Safety tips for home fireworks lovers and loathers
If you’ve been a PEMCO customer for a few years, chances are, you’ve already heard our advice about fireworks: Get your oohs and ahs at a professional show. That’s because July 4 is traditionally one of the busiest days of the year for emergency rooms and firefighters, owing to accidents involving backyard fireworks.
But this year, to maintain safe social distancing, many city fireworks displays are in doubt, and some already have been canceled. That means more people may opt for DIY fireworks, bringing the rockets’ red glare closer to home.
If that’s you (or your neighbors) here are our top 12 tips to stay safe.
For fireworks lovers
If you're lighting fireworks as part of your holiday celebration, enjoy them with less worry:
- Make sure fireworks are legal in your area. Many communities ban fireworks, and among those that still allow them, most restrict revelers to July 4. Check your city or county's website for the laws – and potentially hefty fines – where you live.
- Choose a spot away from homes and wooded areas. Even though you're lighting fireworks legally, you could be held liable for damage if an accident happens or you start a fire.
- Light and run. Never light more than one firework at a time, and once the fuse catches, back away quickly. Always light on a smooth, stable surface. If the ground's rough, lay down a large scrap of plywood as your launch pad.
- Keep a hose and bucket nearby. Quick action can keep a small fire from spreading. And if things are so dry that a fire sparks? That's a sign it's time to pack in the celebration.
- Wear eye protection and never lean over to check a dud or try to relight it. Instead, douse it with water.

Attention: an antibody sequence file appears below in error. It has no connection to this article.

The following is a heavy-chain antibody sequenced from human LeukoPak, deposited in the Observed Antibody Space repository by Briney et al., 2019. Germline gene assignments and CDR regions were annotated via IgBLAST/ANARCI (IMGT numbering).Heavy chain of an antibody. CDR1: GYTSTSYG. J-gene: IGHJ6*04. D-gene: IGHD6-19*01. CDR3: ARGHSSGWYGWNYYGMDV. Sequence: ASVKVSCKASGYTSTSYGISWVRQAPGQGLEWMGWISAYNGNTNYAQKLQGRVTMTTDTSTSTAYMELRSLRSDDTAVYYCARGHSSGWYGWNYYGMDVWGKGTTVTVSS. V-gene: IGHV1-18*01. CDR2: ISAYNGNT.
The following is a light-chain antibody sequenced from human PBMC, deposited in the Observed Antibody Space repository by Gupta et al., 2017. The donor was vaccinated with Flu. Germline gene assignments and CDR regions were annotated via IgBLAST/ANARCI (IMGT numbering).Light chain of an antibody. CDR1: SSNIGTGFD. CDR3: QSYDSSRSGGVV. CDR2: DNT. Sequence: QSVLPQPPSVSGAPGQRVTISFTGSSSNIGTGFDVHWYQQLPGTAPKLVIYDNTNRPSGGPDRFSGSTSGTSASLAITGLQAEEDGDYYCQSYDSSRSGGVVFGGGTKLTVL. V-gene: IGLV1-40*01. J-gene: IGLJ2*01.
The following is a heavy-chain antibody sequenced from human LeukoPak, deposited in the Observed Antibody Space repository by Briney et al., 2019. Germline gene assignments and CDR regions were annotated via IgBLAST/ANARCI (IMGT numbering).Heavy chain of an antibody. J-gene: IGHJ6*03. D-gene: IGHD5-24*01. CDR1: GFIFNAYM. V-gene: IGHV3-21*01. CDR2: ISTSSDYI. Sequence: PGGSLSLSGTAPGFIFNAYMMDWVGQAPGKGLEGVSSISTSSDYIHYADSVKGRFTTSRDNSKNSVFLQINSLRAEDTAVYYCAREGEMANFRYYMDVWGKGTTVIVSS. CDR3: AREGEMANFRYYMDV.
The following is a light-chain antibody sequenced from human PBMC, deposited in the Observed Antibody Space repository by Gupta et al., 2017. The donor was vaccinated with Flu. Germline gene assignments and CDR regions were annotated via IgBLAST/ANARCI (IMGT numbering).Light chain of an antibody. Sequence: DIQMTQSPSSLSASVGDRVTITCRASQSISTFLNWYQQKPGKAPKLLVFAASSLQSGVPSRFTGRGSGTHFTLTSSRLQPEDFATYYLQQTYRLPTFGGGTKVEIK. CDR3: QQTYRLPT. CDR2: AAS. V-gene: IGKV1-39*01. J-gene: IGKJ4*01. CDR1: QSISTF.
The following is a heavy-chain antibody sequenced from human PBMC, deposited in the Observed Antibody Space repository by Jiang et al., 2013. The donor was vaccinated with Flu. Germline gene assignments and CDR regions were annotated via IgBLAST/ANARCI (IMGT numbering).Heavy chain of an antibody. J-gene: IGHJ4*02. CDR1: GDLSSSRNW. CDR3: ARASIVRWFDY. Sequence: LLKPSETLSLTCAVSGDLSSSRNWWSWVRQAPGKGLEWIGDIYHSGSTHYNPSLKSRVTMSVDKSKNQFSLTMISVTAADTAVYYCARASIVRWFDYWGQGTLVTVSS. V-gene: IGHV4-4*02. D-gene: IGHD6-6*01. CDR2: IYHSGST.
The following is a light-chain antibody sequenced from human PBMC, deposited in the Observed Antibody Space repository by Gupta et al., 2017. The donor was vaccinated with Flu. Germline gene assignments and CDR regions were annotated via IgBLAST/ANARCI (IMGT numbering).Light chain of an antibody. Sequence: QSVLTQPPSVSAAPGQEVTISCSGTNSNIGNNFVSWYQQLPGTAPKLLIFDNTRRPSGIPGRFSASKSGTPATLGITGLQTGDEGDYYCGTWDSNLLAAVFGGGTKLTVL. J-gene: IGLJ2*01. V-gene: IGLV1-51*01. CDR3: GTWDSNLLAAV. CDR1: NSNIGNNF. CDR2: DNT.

- Don't allow kids to handle fireworks. Sparklers burn at 2,000 degrees and can cause severe burns if children drop them on their feet.
For fireworks loathers
If you're more interested in protecting your home from errant fireworks than lighting them, these tips can give you peace of mind:
- Turn on sprinklers to thoroughly soak your landscape. That includes not just the lawn but also shrubbery near your home. You'll also want to spray down your roof and decks.
- Make sure gutters are free of dry leaves and other flammable debris.
- Pull vehicles inside so paint can't be marred by hot debris landing on them.
- Cover firewood stacks with a fire-resistant tarp so they won't provide fuel for a still-smoldering firework that lands there.
- Bring upholstered patio furniture inside or cover it with a fire-resistant tarp to prevent scorch marks.
- Lock up pets, and make sure they're microchipped and licensed in case they panic and slip out. The Humane Society offers tips on making the Fourth of July less traumatic for nervous pets.
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